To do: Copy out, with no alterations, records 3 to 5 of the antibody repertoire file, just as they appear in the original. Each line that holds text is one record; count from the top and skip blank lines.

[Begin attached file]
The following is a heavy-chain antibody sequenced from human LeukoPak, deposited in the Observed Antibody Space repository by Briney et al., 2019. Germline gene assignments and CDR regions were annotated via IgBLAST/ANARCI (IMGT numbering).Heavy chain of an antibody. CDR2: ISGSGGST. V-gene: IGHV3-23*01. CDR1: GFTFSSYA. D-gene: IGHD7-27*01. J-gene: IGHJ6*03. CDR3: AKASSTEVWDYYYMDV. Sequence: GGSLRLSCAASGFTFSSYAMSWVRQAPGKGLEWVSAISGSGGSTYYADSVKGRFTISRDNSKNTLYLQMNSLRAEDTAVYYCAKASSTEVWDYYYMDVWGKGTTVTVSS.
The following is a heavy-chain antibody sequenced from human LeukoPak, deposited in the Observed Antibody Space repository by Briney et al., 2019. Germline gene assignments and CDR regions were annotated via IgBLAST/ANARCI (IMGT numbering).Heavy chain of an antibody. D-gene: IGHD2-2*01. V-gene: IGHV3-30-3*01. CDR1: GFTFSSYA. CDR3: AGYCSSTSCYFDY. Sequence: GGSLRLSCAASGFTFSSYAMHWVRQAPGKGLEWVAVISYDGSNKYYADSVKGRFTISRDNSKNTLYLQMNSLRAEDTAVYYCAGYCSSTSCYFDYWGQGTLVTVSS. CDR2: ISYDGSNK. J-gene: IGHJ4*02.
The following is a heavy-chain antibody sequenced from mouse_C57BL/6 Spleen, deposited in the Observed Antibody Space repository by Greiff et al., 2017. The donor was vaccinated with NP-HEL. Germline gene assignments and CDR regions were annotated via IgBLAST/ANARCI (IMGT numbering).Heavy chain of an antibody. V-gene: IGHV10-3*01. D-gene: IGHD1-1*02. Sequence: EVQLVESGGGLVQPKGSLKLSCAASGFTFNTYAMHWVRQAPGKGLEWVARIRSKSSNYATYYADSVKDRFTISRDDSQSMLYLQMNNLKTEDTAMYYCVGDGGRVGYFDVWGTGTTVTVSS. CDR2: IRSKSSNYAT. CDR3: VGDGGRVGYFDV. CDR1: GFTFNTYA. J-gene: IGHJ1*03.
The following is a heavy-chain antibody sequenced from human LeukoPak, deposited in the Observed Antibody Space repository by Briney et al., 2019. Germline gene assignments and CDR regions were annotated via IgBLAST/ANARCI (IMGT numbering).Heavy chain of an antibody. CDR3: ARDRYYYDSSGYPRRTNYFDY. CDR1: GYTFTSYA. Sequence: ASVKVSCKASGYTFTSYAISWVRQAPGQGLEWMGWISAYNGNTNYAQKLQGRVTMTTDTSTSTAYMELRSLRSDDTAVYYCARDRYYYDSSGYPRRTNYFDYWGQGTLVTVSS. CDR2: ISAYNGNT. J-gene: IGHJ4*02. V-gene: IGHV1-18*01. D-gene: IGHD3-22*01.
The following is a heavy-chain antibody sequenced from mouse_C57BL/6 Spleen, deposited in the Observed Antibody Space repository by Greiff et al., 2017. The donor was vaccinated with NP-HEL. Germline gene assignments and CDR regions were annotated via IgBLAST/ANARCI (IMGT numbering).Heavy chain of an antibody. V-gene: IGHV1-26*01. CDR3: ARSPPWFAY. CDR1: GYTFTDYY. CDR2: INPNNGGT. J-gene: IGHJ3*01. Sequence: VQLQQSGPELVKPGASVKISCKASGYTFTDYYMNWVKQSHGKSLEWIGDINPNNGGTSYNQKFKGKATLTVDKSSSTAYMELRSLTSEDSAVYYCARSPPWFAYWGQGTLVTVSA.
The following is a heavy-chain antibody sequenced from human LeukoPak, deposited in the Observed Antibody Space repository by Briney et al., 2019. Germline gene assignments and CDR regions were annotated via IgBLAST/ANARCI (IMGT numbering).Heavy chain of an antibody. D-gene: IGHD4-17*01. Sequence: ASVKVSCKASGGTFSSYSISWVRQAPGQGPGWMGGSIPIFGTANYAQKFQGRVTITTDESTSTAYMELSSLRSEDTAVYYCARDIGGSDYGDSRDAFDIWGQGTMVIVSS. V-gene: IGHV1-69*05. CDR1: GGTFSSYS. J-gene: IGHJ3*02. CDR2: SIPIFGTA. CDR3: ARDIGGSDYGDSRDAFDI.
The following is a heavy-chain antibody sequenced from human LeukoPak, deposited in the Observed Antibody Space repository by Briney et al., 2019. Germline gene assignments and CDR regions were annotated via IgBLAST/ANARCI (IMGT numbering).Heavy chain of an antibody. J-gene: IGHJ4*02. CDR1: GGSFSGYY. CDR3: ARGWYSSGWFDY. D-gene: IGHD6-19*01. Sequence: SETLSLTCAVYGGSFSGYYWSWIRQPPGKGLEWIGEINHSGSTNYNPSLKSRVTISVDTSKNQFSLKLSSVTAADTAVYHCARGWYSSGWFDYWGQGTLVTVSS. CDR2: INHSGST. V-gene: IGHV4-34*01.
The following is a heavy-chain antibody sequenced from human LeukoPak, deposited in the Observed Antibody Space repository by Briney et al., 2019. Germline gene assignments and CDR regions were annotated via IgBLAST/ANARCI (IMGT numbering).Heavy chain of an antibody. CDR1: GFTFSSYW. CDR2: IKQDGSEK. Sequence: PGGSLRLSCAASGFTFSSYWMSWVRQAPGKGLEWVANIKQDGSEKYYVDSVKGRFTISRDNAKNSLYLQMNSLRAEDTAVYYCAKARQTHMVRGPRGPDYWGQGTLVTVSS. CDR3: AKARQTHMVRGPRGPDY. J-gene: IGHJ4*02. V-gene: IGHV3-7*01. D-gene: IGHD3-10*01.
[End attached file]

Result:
The following is a heavy-chain antibody sequenced from mouse_C57BL/6 Spleen, deposited in the Observed Antibody Space repository by Greiff et al., 2017. The donor was vaccinated with NP-HEL. Germline gene assignments and CDR regions were annotated via IgBLAST/ANARCI (IMGT numbering).Heavy chain of an antibody. V-gene: IGHV10-3*01. D-gene: IGHD1-1*02. Sequence: EVQLVESGGGLVQPKGSLKLSCAASGFTFNTYAMHWVRQAPGKGLEWVARIRSKSSNYATYYADSVKDRFTISRDDSQSMLYLQMNNLKTEDTAMYYCVGDGGRVGYFDVWGTGTTVTVSS. CDR2: IRSKSSNYAT. CDR3: VGDGGRVGYFDV. CDR1: GFTFNTYA. J-gene: IGHJ1*03.
The following is a heavy-chain antibody sequenced from human LeukoPak, deposited in the Observed Antibody Space repository by Briney et al., 2019. Germline gene assignments and CDR regions were annotated via IgBLAST/ANARCI (IMGT numbering).Heavy chain of an antibody. CDR3: ARDRYYYDSSGYPRRTNYFDY. CDR1: GYTFTSYA. Sequence: ASVKVSCKASGYTFTSYAISWVRQAPGQGLEWMGWISAYNGNTNYAQKLQGRVTMTTDTSTSTAYMELRSLRSDDTAVYYCARDRYYYDSSGYPRRTNYFDYWGQGTLVTVSS. CDR2: ISAYNGNT. J-gene: IGHJ4*02. V-gene: IGHV1-18*01. D-gene: IGHD3-22*01.
The following is a heavy-chain antibody sequenced from mouse_C57BL/6 Spleen, deposited in the Observed Antibody Space repository by Greiff et al., 2017. The donor was vaccinated with NP-HEL. Germline gene assignments and CDR regions were annotated via IgBLAST/ANARCI (IMGT numbering).Heavy chain of an antibody. V-gene: IGHV1-26*01. CDR3: ARSPPWFAY. CDR1: GYTFTDYY. CDR2: INPNNGGT. J-gene: IGHJ3*01. Sequence: VQLQQSGPELVKPGASVKISCKASGYTFTDYYMNWVKQSHGKSLEWIGDINPNNGGTSYNQKFKGKATLTVDKSSSTAYMELRSLTSEDSAVYYCARSPPWFAYWGQGTLVTVSA.